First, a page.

Good Bonus Plan or Bad Bonus Plan? Would You Be Upset?

A friend of mine (who has been unemployed for over a year) was recently offered a job in her field with a good company. She didn’t take it. I was floored that someone who has been out of work for over a year would not snap up a job like this.

“I didn’t like the bonus plan,” she said.

“Excuse me?” was all I could manage.

“The benefits were all great. Good salary, heath insurance, dental, 401K, vacation, and sick leave, but the bonus plan was a loser,” she said.

“How so,” I asked.

“Well, instead of giving you cash at the end of the year if the firm meets its goals, they put the bonus into your 401K account.’

This didn’t seem horrible to me and I said so.

“Yeah, but if you don’t participate in the 401K, you don’t get the bonus.”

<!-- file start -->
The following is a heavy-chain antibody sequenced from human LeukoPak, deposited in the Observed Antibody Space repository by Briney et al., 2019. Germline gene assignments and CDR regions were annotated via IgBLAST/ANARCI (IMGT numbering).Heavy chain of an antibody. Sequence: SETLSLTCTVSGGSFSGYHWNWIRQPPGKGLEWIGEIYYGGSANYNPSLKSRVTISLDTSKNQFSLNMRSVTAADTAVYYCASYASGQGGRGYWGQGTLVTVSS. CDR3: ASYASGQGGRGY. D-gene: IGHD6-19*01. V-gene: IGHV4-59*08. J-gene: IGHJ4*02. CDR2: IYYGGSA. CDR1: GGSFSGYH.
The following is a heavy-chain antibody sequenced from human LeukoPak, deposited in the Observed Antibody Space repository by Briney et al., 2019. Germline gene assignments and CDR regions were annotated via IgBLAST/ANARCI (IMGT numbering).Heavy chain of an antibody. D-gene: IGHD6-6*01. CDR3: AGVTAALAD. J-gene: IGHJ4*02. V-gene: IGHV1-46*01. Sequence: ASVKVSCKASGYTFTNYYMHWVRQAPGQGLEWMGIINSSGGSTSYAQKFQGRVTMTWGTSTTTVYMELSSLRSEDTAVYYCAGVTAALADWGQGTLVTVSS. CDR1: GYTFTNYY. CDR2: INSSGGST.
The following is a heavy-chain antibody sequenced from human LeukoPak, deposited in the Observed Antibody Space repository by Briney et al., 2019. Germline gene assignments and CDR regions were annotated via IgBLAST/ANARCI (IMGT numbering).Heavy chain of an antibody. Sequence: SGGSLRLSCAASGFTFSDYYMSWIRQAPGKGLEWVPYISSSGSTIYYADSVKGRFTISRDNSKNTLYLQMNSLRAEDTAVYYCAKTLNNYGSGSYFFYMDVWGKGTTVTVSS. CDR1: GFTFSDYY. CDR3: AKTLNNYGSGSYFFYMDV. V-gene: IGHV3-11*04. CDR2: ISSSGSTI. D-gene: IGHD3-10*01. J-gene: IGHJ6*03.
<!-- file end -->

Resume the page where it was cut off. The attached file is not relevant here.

I was still trying to figure out the problem. “So? Participate. Are they making you put in the full fifteen percent or something to get the bonus?” That was the only way that I could see this being a problem and even then, that was stretching it.

“No, you can put in as little or as much as you want. You just have to be actively enrolled in it for the year that the bonuses are given out. ”

(I should note here that the company also offered a match on 401K contributions, in addition to the bonus. So you would get some free money every paycheck, plus a bigger lump sum amount at the end of the year. Their generosity in this economy blew me away.)

“And you didn’t take the job because of this?” I asked.